Winners always have one thing in common: They have team chemistry and camaraderie. After a successful game, and especially after the season ends and they win the championship, a reporter inevitably asks the question, “What’s special about this team? What made it possible to win it all?” And the answer is always, “We’re a family. On and off the field. We have a sense of togetherness that really made it happen. I love these guys.”

The same happens in any sport. Unity produces winners, and this dynamic is at play in every field, whether a business, a school, a club, a fraternity, a church, a military unit, a marriage, or a family. Even in politics.

In Matthew 12:25 Jesus says, “Every kingdom divided against itself will be ruined, and every city or household divided against itself will not stand.”

A kingdom? A city? A household? The context of his statement is the spiritual realm, which means the same principles are at work in the spiritual dimension as they are in human relationships, athletics, and the business world.

We see this again in Matthew 18:19-20. “If two of you on earth agree about any matter that you pray for, it will be done for you by My Father in heaven. For where two or three are gathered together in My name, I am there among them.”

According to these verses, unity turns on the power of God, and invites the presence of God. No wonder unity produces winners. We need the power and the presence of God at work in our lives and our relationships.

Years ago, my wife and I adopted the slogan “We’re on the Same Team.” We’re both competitive, and there’s a potential for one of us to feel good for winning, at the expense of the other feeling bad for losing, and we don’t want that to happen. In reality, husband and wife both win, or they both lose. Everyone in the church wins, or the church loses. Just like on the football team, everyone wins, or everyone loses.

Unity produces winners.

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Broken & Hurting

loneliness-1879453_1920Many people experience the worst life has to offer. Sometimes, the pain is the result of illness or accident, but at times it is intentionally inflicted by other people.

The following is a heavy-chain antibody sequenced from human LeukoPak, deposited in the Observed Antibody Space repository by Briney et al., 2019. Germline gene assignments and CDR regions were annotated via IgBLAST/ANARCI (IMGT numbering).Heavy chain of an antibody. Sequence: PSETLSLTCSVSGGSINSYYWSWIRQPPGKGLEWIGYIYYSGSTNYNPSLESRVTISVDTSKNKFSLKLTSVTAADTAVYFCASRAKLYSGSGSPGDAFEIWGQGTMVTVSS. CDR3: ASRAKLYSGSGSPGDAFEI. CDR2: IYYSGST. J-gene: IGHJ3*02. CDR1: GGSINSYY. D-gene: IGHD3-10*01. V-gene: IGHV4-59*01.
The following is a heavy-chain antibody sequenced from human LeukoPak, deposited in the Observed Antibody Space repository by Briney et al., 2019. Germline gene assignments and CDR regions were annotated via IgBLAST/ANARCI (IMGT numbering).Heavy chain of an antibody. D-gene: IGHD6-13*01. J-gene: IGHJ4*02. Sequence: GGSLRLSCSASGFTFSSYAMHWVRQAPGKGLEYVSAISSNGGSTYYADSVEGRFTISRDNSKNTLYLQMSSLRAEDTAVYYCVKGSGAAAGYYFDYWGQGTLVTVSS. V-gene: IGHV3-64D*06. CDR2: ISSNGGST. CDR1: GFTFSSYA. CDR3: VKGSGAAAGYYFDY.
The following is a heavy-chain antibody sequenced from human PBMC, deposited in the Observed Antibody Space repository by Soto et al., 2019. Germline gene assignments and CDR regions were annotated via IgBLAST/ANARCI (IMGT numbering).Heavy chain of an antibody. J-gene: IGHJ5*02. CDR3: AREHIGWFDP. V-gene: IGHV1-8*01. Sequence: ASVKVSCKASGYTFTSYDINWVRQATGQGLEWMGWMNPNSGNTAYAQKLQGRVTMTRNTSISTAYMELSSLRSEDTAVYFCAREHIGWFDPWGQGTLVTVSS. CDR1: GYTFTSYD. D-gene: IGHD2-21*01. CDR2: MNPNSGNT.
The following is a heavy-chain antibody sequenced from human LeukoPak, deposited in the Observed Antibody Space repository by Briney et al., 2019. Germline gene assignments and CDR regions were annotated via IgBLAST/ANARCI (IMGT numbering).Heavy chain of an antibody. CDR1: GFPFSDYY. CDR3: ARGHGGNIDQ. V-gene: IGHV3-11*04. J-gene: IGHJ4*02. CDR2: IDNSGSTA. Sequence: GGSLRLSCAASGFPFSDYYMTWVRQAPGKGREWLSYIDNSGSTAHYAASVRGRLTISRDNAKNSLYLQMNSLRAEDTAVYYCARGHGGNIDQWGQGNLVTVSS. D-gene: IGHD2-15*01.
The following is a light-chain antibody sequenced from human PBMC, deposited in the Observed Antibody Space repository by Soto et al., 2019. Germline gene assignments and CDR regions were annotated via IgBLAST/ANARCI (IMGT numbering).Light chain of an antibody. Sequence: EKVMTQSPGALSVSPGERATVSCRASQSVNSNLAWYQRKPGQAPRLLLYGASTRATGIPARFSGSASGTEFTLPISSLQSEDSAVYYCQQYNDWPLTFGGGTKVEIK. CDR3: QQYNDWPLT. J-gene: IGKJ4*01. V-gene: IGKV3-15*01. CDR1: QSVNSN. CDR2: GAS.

Debbie grew up in a Christian home, and shortly after high school, met Kyle, a young man who attended the same church. After dating for a year, Kyle asked her to marry him, and she said “yes,” expecting to live happily ever after.

A few months after the wedding, however, Debbie was still on cloud nine when something went terribly wrong. When she got home from work one day, she found out he’d been drinking, and in a rage, he hit her. Horrified, she called their pastor, who provided counseling for several weeks. Things seemed to be getting better, until one night Kyle put a loaded gun to her head. In a panic, Debbie managed to escape. Even though her grandmother lived several miles away, Debbie somehow found the strength to run all the way. She survived, but something inside had broken, making it hard to trust anyone. She left Kyle and abandoned her faith in Christ.

Every one of us is broken in some way. We might look fine on the outside, but inside we’re hurting. If we’re to find healing or any positive result from the pain, it might be helpful to take a look at Job, James, and Jesus to see how we can respond in painful circumstances.

Even though he did everything right, Job suffered terrible business losses, extreme physical pain, and undeserved accusations from his friends. His wife also lost everything, and chose to let go of hope and faith, suggesting that he do the same. Instead, Job turned to the Lord, and began to understand more fully his own weakness and need for God. These are important lessons that sometimes have to be learned the hard way. We have a tendency to be self-sufficient, unaware of our desperate need for God. In his darkest moments, Job chose to turn toward the Lord, and so can we.

The second possibility for meaning in our pain is character growth. James 1:2-4 tells us to remain joyful when we endure tests and trials, because they will help us mature. It is true that pain can break us, but it also has a way of strengthening us and deepening us. The difference is how we respond to the crisis and to the work of the Holy Spirit.

A third potential benefit of tribulation is that it can help us develop compassion for others. When Jesus looked at the crowds, he saw their need and was moved to compassion. He cared about people and saw their hurts. He felt their need, and acted. He fed them, healed them, taught them, loved them. The Apostle Paul picks up this theme in 2 Corinthians 1:4 when he says the Lord comforts us in our troubles so that we can comfort others.